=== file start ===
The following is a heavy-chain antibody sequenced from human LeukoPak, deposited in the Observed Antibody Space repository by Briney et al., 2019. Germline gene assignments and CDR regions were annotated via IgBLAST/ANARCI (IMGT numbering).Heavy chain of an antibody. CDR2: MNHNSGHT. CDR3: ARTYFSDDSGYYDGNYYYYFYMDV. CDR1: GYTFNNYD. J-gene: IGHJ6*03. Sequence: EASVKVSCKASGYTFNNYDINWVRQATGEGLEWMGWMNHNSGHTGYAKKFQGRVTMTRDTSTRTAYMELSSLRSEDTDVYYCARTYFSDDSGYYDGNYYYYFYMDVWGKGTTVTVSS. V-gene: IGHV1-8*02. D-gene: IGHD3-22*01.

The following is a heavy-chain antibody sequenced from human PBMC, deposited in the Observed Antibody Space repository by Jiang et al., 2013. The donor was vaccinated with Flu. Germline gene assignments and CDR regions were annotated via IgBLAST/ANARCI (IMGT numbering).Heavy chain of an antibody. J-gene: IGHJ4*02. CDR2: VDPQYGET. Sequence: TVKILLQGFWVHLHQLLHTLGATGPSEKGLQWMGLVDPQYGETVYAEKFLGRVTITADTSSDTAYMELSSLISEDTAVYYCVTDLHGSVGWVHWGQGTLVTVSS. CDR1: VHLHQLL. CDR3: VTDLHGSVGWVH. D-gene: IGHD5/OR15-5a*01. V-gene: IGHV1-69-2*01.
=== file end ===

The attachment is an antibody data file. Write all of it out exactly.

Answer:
The following is a heavy-chain antibody sequenced from human LeukoPak, deposited in the Observed Antibody Space repository by Briney et al., 2019. Germline gene assignments and CDR regions were annotated via IgBLAST/ANARCI (IMGT numbering).Heavy chain of an antibody. CDR2: MNHNSGHT. CDR3: ARTYFSDDSGYYDGNYYYYFYMDV. CDR1: GYTFNNYD. J-gene: IGHJ6*03. Sequence: EASVKVSCKASGYTFNNYDINWVRQATGEGLEWMGWMNHNSGHTGYAKKFQGRVTMTRDTSTRTAYMELSSLRSEDTDVYYCARTYFSDDSGYYDGNYYYYFYMDVWGKGTTVTVSS. V-gene: IGHV1-8*02. D-gene: IGHD3-22*01.

The following is a heavy-chain antibody sequenced from human PBMC, deposited in the Observed Antibody Space repository by Jiang et al., 2013. The donor was vaccinated with Flu. Germline gene assignments and CDR regions were annotated via IgBLAST/ANARCI (IMGT numbering).Heavy chain of an antibody. J-gene: IGHJ4*02. CDR2: VDPQYGET. Sequence: TVKILLQGFWVHLHQLLHTLGATGPSEKGLQWMGLVDPQYGETVYAEKFLGRVTITADTSSDTAYMELSSLISEDTAVYYCVTDLHGSVGWVHWGQGTLVTVSS. CDR1: VHLHQLL. CDR3: VTDLHGSVGWVH. D-gene: IGHD5/OR15-5a*01. V-gene: IGHV1-69-2*01.